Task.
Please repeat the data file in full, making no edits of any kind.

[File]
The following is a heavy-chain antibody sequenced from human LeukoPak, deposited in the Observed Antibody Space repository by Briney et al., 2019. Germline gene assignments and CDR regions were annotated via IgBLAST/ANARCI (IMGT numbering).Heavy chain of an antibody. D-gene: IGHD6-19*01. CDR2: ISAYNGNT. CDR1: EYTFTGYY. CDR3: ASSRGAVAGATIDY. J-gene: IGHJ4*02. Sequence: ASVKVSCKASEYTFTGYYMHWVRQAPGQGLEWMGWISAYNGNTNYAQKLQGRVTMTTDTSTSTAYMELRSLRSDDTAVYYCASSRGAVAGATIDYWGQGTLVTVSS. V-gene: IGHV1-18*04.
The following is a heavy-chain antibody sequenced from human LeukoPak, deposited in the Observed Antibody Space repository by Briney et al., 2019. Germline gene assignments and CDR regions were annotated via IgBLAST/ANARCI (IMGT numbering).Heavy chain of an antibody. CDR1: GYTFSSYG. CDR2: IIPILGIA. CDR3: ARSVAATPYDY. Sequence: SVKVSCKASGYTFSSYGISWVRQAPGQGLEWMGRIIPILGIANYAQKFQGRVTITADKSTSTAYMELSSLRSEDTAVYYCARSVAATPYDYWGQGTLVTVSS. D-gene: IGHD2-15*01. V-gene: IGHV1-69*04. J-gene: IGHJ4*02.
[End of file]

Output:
The following is a heavy-chain antibody sequenced from human LeukoPak, deposited in the Observed Antibody Space repository by Briney et al., 2019. Germline gene assignments and CDR regions were annotated via IgBLAST/ANARCI (IMGT numbering).Heavy chain of an antibody. D-gene: IGHD6-19*01. CDR2: ISAYNGNT. CDR1: EYTFTGYY. CDR3: ASSRGAVAGATIDY. J-gene: IGHJ4*02. Sequence: ASVKVSCKASEYTFTGYYMHWVRQAPGQGLEWMGWISAYNGNTNYAQKLQGRVTMTTDTSTSTAYMELRSLRSDDTAVYYCASSRGAVAGATIDYWGQGTLVTVSS. V-gene: IGHV1-18*04.
The following is a heavy-chain antibody sequenced from human LeukoPak, deposited in the Observed Antibody Space repository by Briney et al., 2019. Germline gene assignments and CDR regions were annotated via IgBLAST/ANARCI (IMGT numbering).Heavy chain of an antibody. CDR1: GYTFSSYG. CDR2: IIPILGIA. CDR3: ARSVAATPYDY. Sequence: SVKVSCKASGYTFSSYGISWVRQAPGQGLEWMGRIIPILGIANYAQKFQGRVTITADKSTSTAYMELSSLRSEDTAVYYCARSVAATPYDYWGQGTLVTVSS. D-gene: IGHD2-15*01. V-gene: IGHV1-69*04. J-gene: IGHJ4*02.